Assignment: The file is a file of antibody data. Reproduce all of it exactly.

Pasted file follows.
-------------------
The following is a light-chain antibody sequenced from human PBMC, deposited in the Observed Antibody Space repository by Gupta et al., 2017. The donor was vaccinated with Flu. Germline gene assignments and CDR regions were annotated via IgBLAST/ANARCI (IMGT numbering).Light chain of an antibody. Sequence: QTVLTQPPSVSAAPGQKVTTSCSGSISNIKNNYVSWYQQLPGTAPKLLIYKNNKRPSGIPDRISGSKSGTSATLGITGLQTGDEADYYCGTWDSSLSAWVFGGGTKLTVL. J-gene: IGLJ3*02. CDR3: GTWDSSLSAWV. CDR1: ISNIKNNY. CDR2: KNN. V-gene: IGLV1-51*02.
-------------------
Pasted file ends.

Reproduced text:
The following is a light-chain antibody sequenced from human PBMC, deposited in the Observed Antibody Space repository by Gupta et al., 2017. The donor was vaccinated with Flu. Germline gene assignments and CDR regions were annotated via IgBLAST/ANARCI (IMGT numbering).Light chain of an antibody. Sequence: QTVLTQPPSVSAAPGQKVTTSCSGSISNIKNNYVSWYQQLPGTAPKLLIYKNNKRPSGIPDRISGSKSGTSATLGITGLQTGDEADYYCGTWDSSLSAWVFGGGTKLTVL. J-gene: IGLJ3*02. CDR3: GTWDSSLSAWV. CDR1: ISNIKNNY. CDR2: KNN. V-gene: IGLV1-51*02.